NEW ULM - Otto Werner of New Ulm is a man of numerous talents, not the least of which is being able to translate documents written in what might now be called the old German language script.
Little did Werner, 74, realize that when he agreed to take on the task of translating various old documents, including play bills from the old German Haus in St. Paul where Werner grew up, he would unearth a key element about his life that he never knew existed.
The reason for the man to want the documents translated was that they pertained to relief efforts carried out by St. Paul Germans to help those, particularly orphans, whose lives were turned upside down by the first World War in Austria and Germany.
Otto Werner works on some music at his keyboard in his home on Minnesota St. in New Ulm.
The project has almost literally possessed him because of the immense challenges in trying to translate those documents.
"Nobody else can read this; not even the Germans can read this stuff. The Germans can't read this. It's because of changes in the language," he says, with just a hint of pride in his voice.
As one looks at the sample he has offered, it's hard to believe those thin, clean strokes, vertically paralleling the other strokes and seemingly varying only in length could actually be written German language words.
"It's the writing of, for instance, prior to 1871, all of this. Well, like this one, you see how that's all lines ... prior to 1871. It's more lines. The letters are not even [legible] to anyone that doesn't know how to read this. It's completely illegible," he explained.
So, considering those factors, it's a miracle in and of itself that Werner was able to hang in there on the project long enough to make the discovery that he did.
"The guy that hired me - and I've got at least seventy sheets like this - he went to the State Historical Society, and he had all the information that he could get about a lady who did a lot of things for the relief programs."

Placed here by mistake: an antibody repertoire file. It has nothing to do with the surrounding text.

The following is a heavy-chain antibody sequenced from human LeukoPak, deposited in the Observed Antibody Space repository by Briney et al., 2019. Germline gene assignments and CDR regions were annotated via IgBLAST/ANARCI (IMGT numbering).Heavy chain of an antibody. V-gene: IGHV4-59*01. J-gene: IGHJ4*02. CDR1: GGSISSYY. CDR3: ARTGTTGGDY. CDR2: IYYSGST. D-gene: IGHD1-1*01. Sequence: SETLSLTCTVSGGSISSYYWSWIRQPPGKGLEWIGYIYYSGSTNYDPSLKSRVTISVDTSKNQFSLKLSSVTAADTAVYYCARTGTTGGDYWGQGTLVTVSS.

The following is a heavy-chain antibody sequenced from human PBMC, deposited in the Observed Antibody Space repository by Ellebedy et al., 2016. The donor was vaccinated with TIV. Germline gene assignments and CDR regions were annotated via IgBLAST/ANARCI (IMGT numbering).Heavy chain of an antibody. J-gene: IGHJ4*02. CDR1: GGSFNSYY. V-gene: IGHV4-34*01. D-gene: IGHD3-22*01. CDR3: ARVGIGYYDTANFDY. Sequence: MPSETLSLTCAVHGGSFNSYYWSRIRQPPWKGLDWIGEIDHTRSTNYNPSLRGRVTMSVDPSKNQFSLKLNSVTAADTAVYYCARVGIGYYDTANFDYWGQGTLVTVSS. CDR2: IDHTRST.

That would be Mrs. Louise Dankelmann who emigrated from Austria and took up residence in St. Paul.
Dankelmann and other Germans in the St. Paul area formed the Spassvogel-Klub which Werner guesses was around 1919-1920.
"They all were [Good Samaritans]. They were sending food and money and supplies and things to Austria and Germany to the orphans and [impoverished and displaced Austrians and Germans] of the first World War," he explained.
So, the German Haus which later would go through a name change to American House became the nerve center for these relief efforts.
"We had three floors - a bowling alley and a bar and a restaurant downstairs, meeting rooms on the main floor, and a ballroom and theater upstairs," he explained.
The group called themselves the Troiler Club for an area in Austria and Germany from which most of them came, Werner said. And, the group would produce benefit shows in the theater, called a Troiler Abend [evening], "a show from the Austrian Bavarian Alps," he said.
Because his parents were involved, Werner grew up being a part of the German House action himself. However, he didn't really know or recall how involved his parents were until he dug into the translation project.
"I found out things, for instance, there's my dad. He was the director of the place. The thing that appeared was, for instance here, my mother shows up as a singer and dancer very often and by her maiden name before they were married," he continued.
"I was going through these papers, and all of a sudden in the paper there's a picture of my mother and father's wedding. Because they belonged to this club, they got it in the paper that they were putting on the show. A picture that I didn't have."
However, the clincher for Werner, who found his way to New Ulm nearly 50 years ago, was learning that the theater group also hit the road occasionally.
"They went on the road and did many, many shows. They did shows in Minneapolis, Young America, and they did one at Turner Hall, here in New Ulm."
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